Just when you thought we could get through the MLB playoffs without any controversy, controversy hit. Monday a story was dropped that almost single handedly stopped the ALCS in its tracks and for once it wasn’t for any actions on the field. PEDs? An arrest? A threat made to fans attending the game? No. Political correctness and human rights advocates clashed over one of the team’s mascot.
Chief Wahoo, the once beloved mascot of the Cleveland Indians was under fire. An Ontario lawyer Douglas Cardinal was seeking to ban the Indians from being able to wear their uniforms that were adorned the red faced, smiling Indian due to it being seen as offensive by indigenous people. Cardinal wanted an injunction to be placed against the team name and logo that would prevent them from being able to wear either on their uniforms at any game played in Toronto. His solution was to have the Indians wear their spring training uniforms that did not feature the team name or mascot.
The story of the injunction came to light in the states the morning of Monday October 17, 2016 that date of game 3, but actually began Friday before game 1 of the ALCS. Cardinal is of Blackfoot descent and has been a long time advocate for the rights of indigenous people of Canada. “Major League baseball is a unique product, but that does not give team licence for such wanton discrimination” said Cardinal.
As we tend to do these days, when news of the story spread, fans took to the internet to express how they felt. Sadly, more often than not, social media is a place where people display their ignorance in 140 characters or less. For every tweet agreeing that the team mascot/name were offensive and should change, there was 3 that were opposed. Things like “If I were the Indians, I’d have the team wear more Chief Wahoo during the game” and “Blue Jays are loud, annoying birds that I find offensive” were all over Twitter, as if this was this were an argument about being politically correct vs human rights.
I am not one to tell anyone how to feel or what they should or shouldn’t be offended by, particularly when I am not affected by the offense. Additionally, I’m not saying that a disagree with the offensive nature of the mascot regardless of how long it has been in place. Just because something is tradition, doesn’t mean it’s right and shouldn’t change.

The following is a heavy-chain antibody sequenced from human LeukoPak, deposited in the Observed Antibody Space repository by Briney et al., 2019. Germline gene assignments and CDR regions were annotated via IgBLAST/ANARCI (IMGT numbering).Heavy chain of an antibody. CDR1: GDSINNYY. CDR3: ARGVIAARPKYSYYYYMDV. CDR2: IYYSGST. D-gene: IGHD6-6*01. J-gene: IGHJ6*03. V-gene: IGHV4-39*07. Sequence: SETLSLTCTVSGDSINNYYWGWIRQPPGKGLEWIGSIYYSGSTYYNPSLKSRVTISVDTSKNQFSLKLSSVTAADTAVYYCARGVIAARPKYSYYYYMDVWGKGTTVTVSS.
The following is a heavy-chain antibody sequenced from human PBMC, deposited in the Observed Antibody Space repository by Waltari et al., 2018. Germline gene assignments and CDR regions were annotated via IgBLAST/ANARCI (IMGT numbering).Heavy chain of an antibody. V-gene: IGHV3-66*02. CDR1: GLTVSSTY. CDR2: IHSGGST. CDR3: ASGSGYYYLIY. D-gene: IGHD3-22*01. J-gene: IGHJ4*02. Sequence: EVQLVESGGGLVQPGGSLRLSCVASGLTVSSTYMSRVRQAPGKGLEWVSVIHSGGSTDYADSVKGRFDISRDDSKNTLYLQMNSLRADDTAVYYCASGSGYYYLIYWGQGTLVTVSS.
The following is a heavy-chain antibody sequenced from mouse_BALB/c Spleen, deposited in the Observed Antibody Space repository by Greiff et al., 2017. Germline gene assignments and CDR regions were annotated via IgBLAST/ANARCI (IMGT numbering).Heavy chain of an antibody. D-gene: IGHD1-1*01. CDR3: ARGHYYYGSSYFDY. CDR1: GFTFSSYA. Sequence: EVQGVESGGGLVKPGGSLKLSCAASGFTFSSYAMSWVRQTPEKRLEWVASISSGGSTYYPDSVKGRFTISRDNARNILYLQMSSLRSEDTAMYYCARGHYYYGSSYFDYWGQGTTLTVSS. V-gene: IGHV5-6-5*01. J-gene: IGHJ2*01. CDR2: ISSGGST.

Caricatures of indigenous people with red skin, adorning a feathered head dress have been a fixture in American folklore and political comedy for quite some time. There are many sports teams in the US that use names that are related to indigenous people; the Atlanta Braves, Florida State Seminoles, the Washington Redskins are the most well known. Native people are the one racial group that America still seems ok marginalising, but that doesn’t make it right. Most recently Washington was under fire for their team name and logo. In their case, the US government stepped in and wanted them to change their name due to Native American groups saying the name is “disparaging” to their culture. The team, did not agree and did not want to change it. A federal judge sided with the Native Americans and took away the team’s federal copyright on the team logo.
Native Americans have been protesting outside what is now known as Progressive Field (oh the slight irony in the name) since 1992. In an interview with the Washington Post, Mark Shapiro, former Indians president and current Blue Jays president, said that the logo “personally bothered” him, but that the people of Cleveland thought differently. Additionally, Jerry Howarth, the Blue Jays play-by-play man since 1981, has not uttered the Cleveland mascot’s (or Atlanta) name since 1992 when he received a letter from a Native American fan that explained how offensive the names were.
It took the Cleveland Indians organization until 2009 to listen and begin phasing out Chief Wahoo when the Indians replaced him with the now familiar block “C” on their batting helmets during away games. Then in 2013, they transitioned those helmets to their home games and after winning a playoff spot last year, there was no trace of the the chief on team uniforms during October. This year the team made a formal announcement about the demotion of the familiar logo that would now only appear on the sleeves on team uniforms.
Here in the US this cultural group is the only one that continues to be exploited in this way. For some reason many people find nothing wrong or negative about the use of such names and caricatures. Many simply say “it’s been that way from the birth of the team, why change it?” To that I say there were many practices and beliefs that use to be common place until a few brave people stood up and said it was wrong. It was not that long ago the segregation was accepted and now we have laws in place to prevent discrimination; how is this any different.
Back to the baseball aspect of the story. I know when I initially read about this, my first question was why first was why now; why bring this up now? The Indians have been playing the Blue Jays during the regular season for quite some time and the name or logo has seemingly never been an issue.
The answer lies within the story. It’s always been an issue, but advocates were just patient when deciding when to express their feelings on the matter to the United States. They waited for their team to meet their adversary and a stage where America would be watching, the ALCS. If the Cleveland team was not going to listen to their US opponents to the name/logo, maybe they would listen to a Canadian judge. Now we will see if the team, the MLB, United States listened.
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